….with a flying story.
It’s about 20 years ago now that I received a call one Sunday morning from Jean Salis asking if I’d like to attend his airshow with my Avro 504k at La Ferte-Alais? ‘Gosh, yes, I’d love to’.
With the aid of some French motoring maps, I was able to establish the whereabouts of La Ferte-Alais – about 40 miles south of Paris. So, from the farm in Suffolk, I would pop down to Headcorn and stay with my sister overnight. At first light I would slip across the Channel to Calais and turn right for the first stop at Abbeville. Then Compiegne or Meaux (where an old friend Jaques Petit would be on hand) and finally on to La Ferte, landing by about 5 ish. Piece of cake.
Not quite. Headcorn to Abbeville via Calais was beyond the Avro’s range and I couldn’t stop at Calais because I needed grass in all directions as there’s no brakes or steering on the Avro (so landing and taking-off is always into wind). Abbeville was the nearest field to Headcorn with grass in all directions. To reach Abbeville and still have some fuel in the tank, I would have to strike out across the Channel at Lydd and head for Boulogne. At 60 knots indicated, this would be a long crossing. Time spent over water in a single engined aircraft is always fraught with imagined noises and fluctuating engine gauges.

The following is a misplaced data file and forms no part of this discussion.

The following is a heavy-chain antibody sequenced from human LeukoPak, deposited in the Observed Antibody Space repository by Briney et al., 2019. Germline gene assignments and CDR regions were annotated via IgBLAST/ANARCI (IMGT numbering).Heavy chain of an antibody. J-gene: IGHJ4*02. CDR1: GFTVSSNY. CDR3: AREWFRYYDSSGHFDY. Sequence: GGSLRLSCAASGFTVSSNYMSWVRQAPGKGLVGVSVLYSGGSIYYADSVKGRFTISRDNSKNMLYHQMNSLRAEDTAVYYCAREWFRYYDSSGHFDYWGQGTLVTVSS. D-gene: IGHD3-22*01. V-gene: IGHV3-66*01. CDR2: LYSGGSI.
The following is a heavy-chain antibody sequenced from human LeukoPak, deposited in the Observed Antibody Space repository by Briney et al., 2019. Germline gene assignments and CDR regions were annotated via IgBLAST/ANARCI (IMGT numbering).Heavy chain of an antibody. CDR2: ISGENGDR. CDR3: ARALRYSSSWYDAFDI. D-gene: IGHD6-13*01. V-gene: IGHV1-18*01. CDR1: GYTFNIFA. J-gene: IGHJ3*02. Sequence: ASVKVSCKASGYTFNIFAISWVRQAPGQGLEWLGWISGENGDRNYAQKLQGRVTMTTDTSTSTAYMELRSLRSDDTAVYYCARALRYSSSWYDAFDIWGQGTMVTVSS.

From Boulogne, I would follow the coast south until I hit the mouth of the Somme, turn left and Abbeville would appear on the nose. Leaving Abbeville, a course for Amiens and Paris then, round the east side of Paris (giving me the run-for-cover Compiegne option) and after Disney World, turn south again for La Ferte.
A week or two before I was due to go, a great friend and fellow aviator, Karen, rang to volunteer for the trip. This was good news for not only was Karen excellent company but, as the fuel was used up, someone in the front seat would keep the CG more or less in limits.
A few days before the airshow, the forecast promised if not ideal conditions, certainly flyable weather. As is customary, ‘winds light and variable’ pitched up as 20 kts gusting 35 but, the die was cast and as I flew down past Rochester and over the Downs, the winds eased up. They returned with a vengeance in the morning. Karen and I took off for France in 20 kts with a 70% risk of heavy showers by midday.